The 2016 presidential candidate who most convincingly runs on a platform of breaking up the big banks could become the likely winner, according to economist Simon Johnson.
Johnson, a professor at MIT's Sloan School of Business and former chief economist at the International Monetary Fund, said that megabanks are playing with fire in pushing for ways to weaken financial regulations aimed at curbing their reckless behavior.
He noted that earlier this month, Citigroup's lobbyists successfully convinced Congress to repeal some of the 2010 Dodd-Frank financial reforms in pet provisions attached to a last-minute spending bill.
"At a stroke, Citi executives demonstrated both their continued political clout in Washington and their continued desire to take on excessive amounts of financial risk (which is what this particular legal change permits)," Johnson wrote in a column for Project Syndicate
That same risk-taking had "catastrophic consequences" for the U.S. economy from 2007 to 2009, he said.
"As a result, breaking up Citigroup is under serious consideration as a potential campaign theme," said Johnson.
"From the perspective of anyone seeking the nomination of either of America's political parties, here is an issue that cuts across partisan lines."
Johnson pointed out that Sen. Elizabeth Warren, D-Mass., capitalized on the Dodd-Frank assault with a well-received speech blasting the big banks, but that Republicans like Sen. David Vitter, R-La., and Sheila Bair, former chair of the FDIC, are also on board against the clout of big banks like Citi, Bank of America, JPMorgan Chase and Goldman Sachs.
"From the left, the emphasis has been on the megabanks' abuse of power and the great rip-off of the middle class. From the right, the stress is on the hazards of crony capitalism, owing to the massive implicit government subsidies that these banks receive," he noted.
"But both left and right agree on the fundamental asymmetry that the recent 'Citigroup Amendment' implies: Bankers get rich whether they win or lose, because the U.S. taxpayer foots the bill when their risky bets fail," Johnson wrote.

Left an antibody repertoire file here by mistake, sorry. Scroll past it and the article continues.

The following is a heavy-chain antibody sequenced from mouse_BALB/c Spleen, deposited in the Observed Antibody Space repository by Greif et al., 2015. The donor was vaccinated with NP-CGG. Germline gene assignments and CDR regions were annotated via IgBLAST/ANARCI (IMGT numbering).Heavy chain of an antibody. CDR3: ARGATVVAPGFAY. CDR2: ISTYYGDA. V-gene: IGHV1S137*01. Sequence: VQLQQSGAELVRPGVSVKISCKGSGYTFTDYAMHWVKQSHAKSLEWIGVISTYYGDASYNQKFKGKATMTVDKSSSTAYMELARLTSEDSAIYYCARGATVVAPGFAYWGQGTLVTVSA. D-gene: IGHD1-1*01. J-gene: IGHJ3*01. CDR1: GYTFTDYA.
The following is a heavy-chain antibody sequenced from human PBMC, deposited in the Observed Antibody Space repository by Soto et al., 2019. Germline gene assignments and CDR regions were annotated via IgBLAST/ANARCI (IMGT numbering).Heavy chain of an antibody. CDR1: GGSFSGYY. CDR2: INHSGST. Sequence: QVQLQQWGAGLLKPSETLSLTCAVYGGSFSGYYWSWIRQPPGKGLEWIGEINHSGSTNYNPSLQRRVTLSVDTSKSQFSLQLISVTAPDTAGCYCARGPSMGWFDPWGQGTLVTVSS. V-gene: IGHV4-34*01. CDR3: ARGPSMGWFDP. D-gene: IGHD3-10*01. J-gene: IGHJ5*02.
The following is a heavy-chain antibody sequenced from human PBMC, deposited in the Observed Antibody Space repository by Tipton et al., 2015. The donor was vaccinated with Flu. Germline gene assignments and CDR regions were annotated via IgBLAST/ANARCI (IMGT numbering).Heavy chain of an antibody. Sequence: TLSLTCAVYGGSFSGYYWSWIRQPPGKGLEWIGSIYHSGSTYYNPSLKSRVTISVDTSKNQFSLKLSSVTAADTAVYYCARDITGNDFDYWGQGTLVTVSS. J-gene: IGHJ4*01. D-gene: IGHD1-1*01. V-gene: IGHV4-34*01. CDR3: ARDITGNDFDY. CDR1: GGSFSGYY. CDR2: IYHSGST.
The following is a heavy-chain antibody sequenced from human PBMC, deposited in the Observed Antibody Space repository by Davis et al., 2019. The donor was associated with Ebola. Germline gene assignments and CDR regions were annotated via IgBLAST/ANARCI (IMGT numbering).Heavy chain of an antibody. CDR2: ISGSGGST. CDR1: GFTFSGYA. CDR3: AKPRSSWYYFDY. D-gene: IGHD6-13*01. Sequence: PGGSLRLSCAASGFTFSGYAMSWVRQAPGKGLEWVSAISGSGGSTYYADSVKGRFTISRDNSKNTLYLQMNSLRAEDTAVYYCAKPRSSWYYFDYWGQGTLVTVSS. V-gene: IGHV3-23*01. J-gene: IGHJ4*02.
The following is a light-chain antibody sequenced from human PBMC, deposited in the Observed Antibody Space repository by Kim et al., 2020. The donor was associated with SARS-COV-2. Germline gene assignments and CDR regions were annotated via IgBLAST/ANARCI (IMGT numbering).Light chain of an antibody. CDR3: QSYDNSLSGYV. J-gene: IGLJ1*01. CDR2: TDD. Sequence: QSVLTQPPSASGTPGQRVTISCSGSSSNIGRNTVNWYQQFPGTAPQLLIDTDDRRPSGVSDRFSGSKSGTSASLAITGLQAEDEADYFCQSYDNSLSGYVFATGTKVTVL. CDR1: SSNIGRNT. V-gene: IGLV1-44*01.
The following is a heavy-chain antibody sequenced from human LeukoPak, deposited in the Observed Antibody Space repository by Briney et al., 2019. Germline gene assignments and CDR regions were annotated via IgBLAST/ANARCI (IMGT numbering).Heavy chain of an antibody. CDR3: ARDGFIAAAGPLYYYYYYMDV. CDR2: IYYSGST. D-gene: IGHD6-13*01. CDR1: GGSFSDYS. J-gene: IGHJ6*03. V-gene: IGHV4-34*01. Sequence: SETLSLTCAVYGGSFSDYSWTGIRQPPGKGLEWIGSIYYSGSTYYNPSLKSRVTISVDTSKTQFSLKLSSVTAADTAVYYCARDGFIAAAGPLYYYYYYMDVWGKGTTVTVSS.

In Johnson's view favoritism — if not outright corruption — now defines the relationship between Washington and Wall Street in the minds of many Americans.
"'Break up Citigroup, end dangerous government subsidies, and bring back the market.' The U.S. presidential candidate who says this in 2016 — and says it most convincingly — has a good chance of winning it all," he predicted.
The New York Times Editorial Board
suggested the Federal Reserve is another institution that bends when it comes to giving advantages to the megabanks.
"The challenge for the Fed is to hold rates low without inflating bubbles. The way to do so is to control speculation through stepped-up regulation of banks and other financial institutions.
Instead, the Fed has been inclined to ease up on regulation," the Board noted.
According to economist Peter Morici, Democrats want to break up big banks while saddling the nation with even more government regulations.
"The GOP should take a page from Republican Teddy Roosevelt — become trust busters. Advocate breaking up the big health insurance, drug and cable companies — and the worst offenders, Wall Street's banks — to reinvigorate growth and make essentials such as healthcare affordable again," Morici wrote in a guest column for Fox News
© 2021 Newsmax Finance. All rights reserved.